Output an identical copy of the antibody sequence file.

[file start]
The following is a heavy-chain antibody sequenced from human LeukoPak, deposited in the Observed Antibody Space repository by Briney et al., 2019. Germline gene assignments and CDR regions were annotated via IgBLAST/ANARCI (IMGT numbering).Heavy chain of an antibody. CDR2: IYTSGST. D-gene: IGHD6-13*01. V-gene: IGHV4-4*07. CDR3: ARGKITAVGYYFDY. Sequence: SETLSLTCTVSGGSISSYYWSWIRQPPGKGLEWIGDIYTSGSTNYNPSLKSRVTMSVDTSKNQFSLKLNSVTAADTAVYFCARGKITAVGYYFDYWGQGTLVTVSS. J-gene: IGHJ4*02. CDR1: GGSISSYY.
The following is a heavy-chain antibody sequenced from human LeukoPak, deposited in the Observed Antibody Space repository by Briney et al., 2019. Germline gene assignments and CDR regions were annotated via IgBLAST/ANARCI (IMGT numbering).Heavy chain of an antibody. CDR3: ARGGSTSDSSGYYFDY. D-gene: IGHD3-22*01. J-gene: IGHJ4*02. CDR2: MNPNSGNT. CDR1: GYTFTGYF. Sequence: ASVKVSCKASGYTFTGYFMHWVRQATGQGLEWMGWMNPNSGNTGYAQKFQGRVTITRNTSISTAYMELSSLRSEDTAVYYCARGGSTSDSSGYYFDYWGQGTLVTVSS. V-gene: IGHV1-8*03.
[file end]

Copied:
The following is a heavy-chain antibody sequenced from human LeukoPak, deposited in the Observed Antibody Space repository by Briney et al., 2019. Germline gene assignments and CDR regions were annotated via IgBLAST/ANARCI (IMGT numbering).Heavy chain of an antibody. CDR2: IYTSGST. D-gene: IGHD6-13*01. V-gene: IGHV4-4*07. CDR3: ARGKITAVGYYFDY. Sequence: SETLSLTCTVSGGSISSYYWSWIRQPPGKGLEWIGDIYTSGSTNYNPSLKSRVTMSVDTSKNQFSLKLNSVTAADTAVYFCARGKITAVGYYFDYWGQGTLVTVSS. J-gene: IGHJ4*02. CDR1: GGSISSYY.
The following is a heavy-chain antibody sequenced from human LeukoPak, deposited in the Observed Antibody Space repository by Briney et al., 2019. Germline gene assignments and CDR regions were annotated via IgBLAST/ANARCI (IMGT numbering).Heavy chain of an antibody. CDR3: ARGGSTSDSSGYYFDY. D-gene: IGHD3-22*01. J-gene: IGHJ4*02. CDR2: MNPNSGNT. CDR1: GYTFTGYF. Sequence: ASVKVSCKASGYTFTGYFMHWVRQATGQGLEWMGWMNPNSGNTGYAQKFQGRVTITRNTSISTAYMELSSLRSEDTAVYYCARGGSTSDSSGYYFDYWGQGTLVTVSS. V-gene: IGHV1-8*03.